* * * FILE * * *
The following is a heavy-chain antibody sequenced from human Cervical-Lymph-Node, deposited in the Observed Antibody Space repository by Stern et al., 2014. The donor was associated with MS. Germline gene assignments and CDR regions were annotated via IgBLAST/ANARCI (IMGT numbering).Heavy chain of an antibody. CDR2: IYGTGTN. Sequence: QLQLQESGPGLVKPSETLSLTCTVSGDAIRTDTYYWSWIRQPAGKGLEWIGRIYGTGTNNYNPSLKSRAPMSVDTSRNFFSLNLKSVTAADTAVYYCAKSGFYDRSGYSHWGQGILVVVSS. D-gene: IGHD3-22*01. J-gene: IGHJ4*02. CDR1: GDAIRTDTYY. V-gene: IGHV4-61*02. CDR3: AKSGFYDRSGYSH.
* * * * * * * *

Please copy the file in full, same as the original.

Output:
The following is a heavy-chain antibody sequenced from human Cervical-Lymph-Node, deposited in the Observed Antibody Space repository by Stern et al., 2014. The donor was associated with MS. Germline gene assignments and CDR regions were annotated via IgBLAST/ANARCI (IMGT numbering).Heavy chain of an antibody. CDR2: IYGTGTN. Sequence: QLQLQESGPGLVKPSETLSLTCTVSGDAIRTDTYYWSWIRQPAGKGLEWIGRIYGTGTNNYNPSLKSRAPMSVDTSRNFFSLNLKSVTAADTAVYYCAKSGFYDRSGYSHWGQGILVVVSS. D-gene: IGHD3-22*01. J-gene: IGHJ4*02. CDR1: GDAIRTDTYY. V-gene: IGHV4-61*02. CDR3: AKSGFYDRSGYSH.